Want your own house or flat? TheSite.org brings you the 12 basic steps for first-time buyers.
- Work out how much you can spend on buying a home. (Since the credit crunch, You'll need at least 10% deposit of the value of the property - though the more you can put down, the cheaper interest rate you will qualify for.) What sort of monthly repayments can you afford?
- See an independent mortgage broker or financial adviser and ask what kind of mortgage is best† or you.†
- Obtain a mortgage in principal from a lender. This is an indicator - though not a guarantee - that you will be lent the stated funds and is useful when dealing with estate agents and sellers.
- Once you've found your ideal property, make an offer to buy it. This is usually done through the estate agent handling the sale.
- If your offer is accepted, appoint a solicitor or licensed conveyancer to handle legal matters. You're not usually charged at this stage, but it's a good idea to fix a price upfront.
- With your offer agreed, the property is said to be 'sold subject to contract'. You may be asked to pay a small deposit as a gesture of good faith, but at this stage the agreement is not legally binding. (In Scotland, if your offer is accepted the contract is binding and both you and the seller are committed to completing the deal.)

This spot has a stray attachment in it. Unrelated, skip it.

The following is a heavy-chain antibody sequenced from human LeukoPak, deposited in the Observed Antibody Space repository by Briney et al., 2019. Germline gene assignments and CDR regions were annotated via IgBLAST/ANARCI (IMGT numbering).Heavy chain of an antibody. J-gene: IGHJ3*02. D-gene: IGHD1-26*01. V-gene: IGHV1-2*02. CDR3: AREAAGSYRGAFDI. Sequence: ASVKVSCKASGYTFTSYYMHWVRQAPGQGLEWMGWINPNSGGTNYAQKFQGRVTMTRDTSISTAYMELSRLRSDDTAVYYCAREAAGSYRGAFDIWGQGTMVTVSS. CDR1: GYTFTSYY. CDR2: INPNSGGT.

- Inform the mortgage lender and ask them to complete the mortgage application form. All you should need to do is add your signature.
- Your mortgage lender will conduct a 'valuation for mortgage purposes'. You may also want to have a more detailed survey carried out for your own peace of mind if the property is old or run down. Find out more about this on the Royal Institute of Chartered Surveyors' (RICS) website.†
- Once your legal representative has completed all the necessary checks you'll be asked to sign a contract legally committing you to the purchase. The seller will also sign a contract and both contracts will be 'exchanged'.
- At this stage you'll also pay a deposit and probably a mortgage arrangement fee of around £1000 - although this can usually be added to the loan.
- You'll be advised of a completion date, which is the date you move in. The time between exchange and completion is typically between two and four weeks, though it can even be agreed on the same day.
- Your legal representative will get the money from the mortgage lender in time to pay the seller. At this point you'll pay your legal representative's fees, as well as Stamp Duty and Land Registry Fee.
This is a government tax that the buyer pays on the purchase price of the building. Luckily, in the March 2010 budget it was scrapped for homes below £250,000†for first-time buyers. If you're going for something that's worth £250,000 to £500,000 (we wish) you'll get stung for 3%, and anything over this is charged at 4%.
Bear in mind that the percentages are of the whole value of the home, rather than of proportion that is over the previous threshold (as is the case with income tax), so the higher thresholds can work out cripplingly expensive.
Land Registry Fee
The Land Registry Fee covers the cost of recording the change of property ownership at the Land Registry. These costs vary according to the price of the property.
At last the day arrives when you become the owner of your first home. Your legal representative will complete the purchase; you simply collect the keys and move in.
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